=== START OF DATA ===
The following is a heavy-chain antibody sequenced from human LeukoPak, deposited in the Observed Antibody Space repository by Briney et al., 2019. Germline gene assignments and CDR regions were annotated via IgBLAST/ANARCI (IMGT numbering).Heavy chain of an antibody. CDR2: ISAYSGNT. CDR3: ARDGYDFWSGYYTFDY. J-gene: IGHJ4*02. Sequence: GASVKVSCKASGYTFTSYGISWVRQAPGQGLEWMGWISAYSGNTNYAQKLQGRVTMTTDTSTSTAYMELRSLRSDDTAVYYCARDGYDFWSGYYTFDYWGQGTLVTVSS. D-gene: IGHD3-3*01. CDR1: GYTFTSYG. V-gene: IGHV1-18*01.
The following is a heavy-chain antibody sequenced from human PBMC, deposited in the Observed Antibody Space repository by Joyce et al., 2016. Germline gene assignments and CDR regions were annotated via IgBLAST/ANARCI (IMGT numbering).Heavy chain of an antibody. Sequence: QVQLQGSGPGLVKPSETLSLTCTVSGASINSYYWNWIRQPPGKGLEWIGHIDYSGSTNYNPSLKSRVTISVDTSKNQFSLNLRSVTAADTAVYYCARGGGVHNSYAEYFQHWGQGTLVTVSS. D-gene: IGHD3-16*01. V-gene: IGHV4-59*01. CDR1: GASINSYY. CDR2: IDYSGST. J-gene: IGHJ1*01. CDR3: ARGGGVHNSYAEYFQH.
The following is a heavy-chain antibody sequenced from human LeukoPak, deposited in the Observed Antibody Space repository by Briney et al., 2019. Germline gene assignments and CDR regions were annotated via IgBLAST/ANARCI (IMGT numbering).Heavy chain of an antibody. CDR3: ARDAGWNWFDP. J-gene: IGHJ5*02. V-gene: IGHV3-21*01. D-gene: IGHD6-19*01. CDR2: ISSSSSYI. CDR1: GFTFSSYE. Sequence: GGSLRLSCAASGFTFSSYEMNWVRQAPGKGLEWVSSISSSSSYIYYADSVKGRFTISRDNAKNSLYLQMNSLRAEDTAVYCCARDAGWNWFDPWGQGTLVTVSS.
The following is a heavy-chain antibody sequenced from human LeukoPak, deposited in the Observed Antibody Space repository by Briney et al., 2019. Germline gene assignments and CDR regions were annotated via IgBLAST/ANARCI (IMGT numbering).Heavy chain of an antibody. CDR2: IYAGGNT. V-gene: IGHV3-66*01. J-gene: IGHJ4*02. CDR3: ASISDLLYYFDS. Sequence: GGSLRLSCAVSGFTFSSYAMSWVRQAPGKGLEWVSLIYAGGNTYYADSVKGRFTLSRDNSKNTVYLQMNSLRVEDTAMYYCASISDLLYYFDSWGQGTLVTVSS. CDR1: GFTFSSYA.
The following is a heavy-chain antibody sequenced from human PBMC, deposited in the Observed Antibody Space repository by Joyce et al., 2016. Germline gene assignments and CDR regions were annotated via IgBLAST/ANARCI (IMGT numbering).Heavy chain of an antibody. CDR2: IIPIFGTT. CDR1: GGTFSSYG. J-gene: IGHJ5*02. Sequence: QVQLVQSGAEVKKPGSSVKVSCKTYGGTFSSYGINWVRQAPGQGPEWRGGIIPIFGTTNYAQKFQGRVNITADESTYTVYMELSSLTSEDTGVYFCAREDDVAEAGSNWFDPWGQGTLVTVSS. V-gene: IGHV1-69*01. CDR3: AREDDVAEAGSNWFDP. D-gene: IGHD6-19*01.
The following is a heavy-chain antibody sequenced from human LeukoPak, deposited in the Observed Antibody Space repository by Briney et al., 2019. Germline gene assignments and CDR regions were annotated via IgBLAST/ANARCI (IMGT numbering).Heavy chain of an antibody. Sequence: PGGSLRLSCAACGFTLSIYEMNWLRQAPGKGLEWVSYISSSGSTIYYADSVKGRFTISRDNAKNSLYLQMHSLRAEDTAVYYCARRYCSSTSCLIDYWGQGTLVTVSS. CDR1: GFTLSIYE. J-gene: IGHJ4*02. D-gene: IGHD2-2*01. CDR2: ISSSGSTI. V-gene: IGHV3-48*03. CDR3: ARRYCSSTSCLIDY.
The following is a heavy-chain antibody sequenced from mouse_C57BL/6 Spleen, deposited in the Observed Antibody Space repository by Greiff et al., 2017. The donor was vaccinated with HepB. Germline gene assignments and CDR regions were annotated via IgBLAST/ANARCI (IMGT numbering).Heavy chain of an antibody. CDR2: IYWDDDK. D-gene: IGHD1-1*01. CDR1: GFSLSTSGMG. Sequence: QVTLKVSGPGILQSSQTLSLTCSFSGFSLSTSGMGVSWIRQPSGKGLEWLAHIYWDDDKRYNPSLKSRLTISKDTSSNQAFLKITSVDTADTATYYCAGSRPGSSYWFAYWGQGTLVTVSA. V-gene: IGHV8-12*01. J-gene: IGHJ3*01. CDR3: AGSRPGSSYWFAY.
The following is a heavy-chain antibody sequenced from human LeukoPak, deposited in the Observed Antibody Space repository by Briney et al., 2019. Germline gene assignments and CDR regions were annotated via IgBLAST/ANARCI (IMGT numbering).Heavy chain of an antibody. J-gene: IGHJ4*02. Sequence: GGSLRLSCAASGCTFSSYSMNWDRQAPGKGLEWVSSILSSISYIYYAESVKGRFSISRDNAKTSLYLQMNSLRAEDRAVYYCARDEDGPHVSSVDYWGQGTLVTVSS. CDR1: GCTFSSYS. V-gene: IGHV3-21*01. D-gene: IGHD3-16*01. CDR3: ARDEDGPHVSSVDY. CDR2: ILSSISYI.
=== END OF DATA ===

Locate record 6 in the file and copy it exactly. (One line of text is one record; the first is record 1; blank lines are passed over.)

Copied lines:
The following is a heavy-chain antibody sequenced from human LeukoPak, deposited in the Observed Antibody Space repository by Briney et al., 2019. Germline gene assignments and CDR regions were annotated via IgBLAST/ANARCI (IMGT numbering).Heavy chain of an antibody. Sequence: PGGSLRLSCAACGFTLSIYEMNWLRQAPGKGLEWVSYISSSGSTIYYADSVKGRFTISRDNAKNSLYLQMHSLRAEDTAVYYCARRYCSSTSCLIDYWGQGTLVTVSS. CDR1: GFTLSIYE. J-gene: IGHJ4*02. D-gene: IGHD2-2*01. CDR2: ISSSGSTI. V-gene: IGHV3-48*03. CDR3: ARRYCSSTSCLIDY.